case 'code': return <pre><code>{children}</code></pre>
      }
    }
  }
]

Now each of our block types is handled.

You'll notice that even though code blocks are nested in a <pre> and a <code> element, we don't need to specifically handle that case in our deserialize function, because the Html serializer will automatically recurse through el.childNodes if no matching deserializer is found. This way, unknown tags will just be skipped over in the tree, instead of their contents omitted completely.

Okay. So now our serializer can handle blocks, but we need to add our marks to it as well. Let's do that with a new rule...

const BLOCK_TAGS = {
  blockquote: 'quote',
  p: 'paragraph',
  pre: 'code'
}

// Add a dictionary of mark tags.
const MARK_TAGS = {
  em: 'italic',
  strong: 'bold',
  u: 'underline',
}

const rules = [
  {
    deserialize(el, next) {
      const type = BLOCK_TAGS[el.tagName]
      if (!type) return
      return {
        kind: 'block',
        type: type,
        nodes: next(el.childNodes)
      }
    },
    serialize(object, children) {
      if (object.kind != 'block') return
      switch (object.type) {
        case 'code': return <pre><code>{children}</code></pre>
        case 'paragraph': return <p>{children}</p>
        case 'quote': return <blockquote>{children}</blockquote>
      }
    }
  },
  // Add a new rule that handles marks...
  {
    deserialize(el, next) {
      const type = MARK_TAGS[el.tagName]
      if (!type) return
      return {
        kind: 'mark',
        type: type,
        nodes: next(el.childNodes)
      }
    },
    serialize(object, children) {
      if (object.kind != 'mark') return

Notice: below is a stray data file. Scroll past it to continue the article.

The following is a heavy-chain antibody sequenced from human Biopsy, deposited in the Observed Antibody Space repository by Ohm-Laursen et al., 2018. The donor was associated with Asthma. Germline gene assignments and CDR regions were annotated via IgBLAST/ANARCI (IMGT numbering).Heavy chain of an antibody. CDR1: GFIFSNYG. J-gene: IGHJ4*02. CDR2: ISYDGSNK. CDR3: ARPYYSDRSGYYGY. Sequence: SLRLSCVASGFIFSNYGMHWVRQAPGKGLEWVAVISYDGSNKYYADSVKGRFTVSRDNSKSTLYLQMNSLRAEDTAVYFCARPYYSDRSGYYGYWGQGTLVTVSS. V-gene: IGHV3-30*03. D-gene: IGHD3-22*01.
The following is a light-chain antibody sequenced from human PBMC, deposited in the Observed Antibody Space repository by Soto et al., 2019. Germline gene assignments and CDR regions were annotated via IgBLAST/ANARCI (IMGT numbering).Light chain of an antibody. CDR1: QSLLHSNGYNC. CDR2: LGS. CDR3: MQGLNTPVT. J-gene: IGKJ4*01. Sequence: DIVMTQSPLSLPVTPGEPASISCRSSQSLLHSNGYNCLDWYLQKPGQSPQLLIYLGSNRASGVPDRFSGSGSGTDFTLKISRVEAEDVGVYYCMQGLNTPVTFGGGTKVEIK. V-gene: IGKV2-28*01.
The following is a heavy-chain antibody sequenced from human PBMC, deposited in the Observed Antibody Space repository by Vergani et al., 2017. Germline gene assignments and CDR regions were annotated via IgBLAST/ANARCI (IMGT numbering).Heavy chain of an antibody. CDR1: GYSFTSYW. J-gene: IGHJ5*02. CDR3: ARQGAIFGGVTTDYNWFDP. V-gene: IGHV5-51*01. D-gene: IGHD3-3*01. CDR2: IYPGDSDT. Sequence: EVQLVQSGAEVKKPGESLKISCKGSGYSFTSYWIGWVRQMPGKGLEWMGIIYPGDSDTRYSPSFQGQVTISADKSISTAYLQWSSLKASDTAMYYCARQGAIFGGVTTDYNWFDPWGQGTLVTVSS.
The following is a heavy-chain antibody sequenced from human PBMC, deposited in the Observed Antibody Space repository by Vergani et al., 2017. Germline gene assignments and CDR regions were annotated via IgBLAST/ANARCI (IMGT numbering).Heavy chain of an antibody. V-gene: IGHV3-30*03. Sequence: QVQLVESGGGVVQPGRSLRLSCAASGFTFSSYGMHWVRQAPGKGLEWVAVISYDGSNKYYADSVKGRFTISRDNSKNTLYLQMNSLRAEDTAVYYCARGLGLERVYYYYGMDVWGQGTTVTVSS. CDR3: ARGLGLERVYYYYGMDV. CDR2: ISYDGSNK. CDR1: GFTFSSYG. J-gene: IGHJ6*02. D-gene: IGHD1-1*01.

switch (object.type) {
        case 'bold': return <strong>{children}</strong>
        case 'italic': return <em>{children}</em>
        case 'underline': return <u>{children}</u>
      }
    }
  }
]

Great, that's all of the rules we need! Now let's create a new Html serializer and pass in those rules:

import { Html } from 'slate'

// Create a new serializer instance with our `rules` from above.
const html = new Html({ rules })

And finally, now that we have our serializer initialized, we can update our app to use it to save and load content, like so:

// Load the initial state from Local Storage or a default.
const initialState = (
  localStorage.getItem('content') ||
  '<p></p>'
)

class App extends React.Component {

  state = {
    state: html.deserialize(initialState),
    // Add a schema with our nodes and marks...
    schema: {
      nodes: {
        code: props => <pre {...props.attributes}>{props.children}</pre>,
        paragraph: props => <p {...props.attributes}>{props.children}</p>,
        quote: props => <blockquote {...props.attributes}>{props.children}</blockquote>,
      },
      marks: {
        bold: props => <strong>{props.children}</strong>,
        italic: props => <em>{props.children}</em>,
        underline: props => <u>{props.children}</u>,
      }
    }
  }

  onChange = (state) => {
    this.setState({ state })
  }

  // When the document changes, save the serialized HTML to Local Storage.
  onDocumentChange = (document, state) => {
    const string = html.serialize(state)
    localStorage.setItem('content', string)
  }

  render = () => {
    // Add the `onDocumentChange` handler.
    return (
      <Editor
        schema={this.state.schema}
        state={this.state.state}
        onChange={this.onChange}
        onDocumentChange={this.onDocumentChange}
      />
    )
  }

}

And that's it! When you make any changes in your editor, you should see the updated HTML being saved to Local Storage. And when you refresh the page, those changes should be carried over.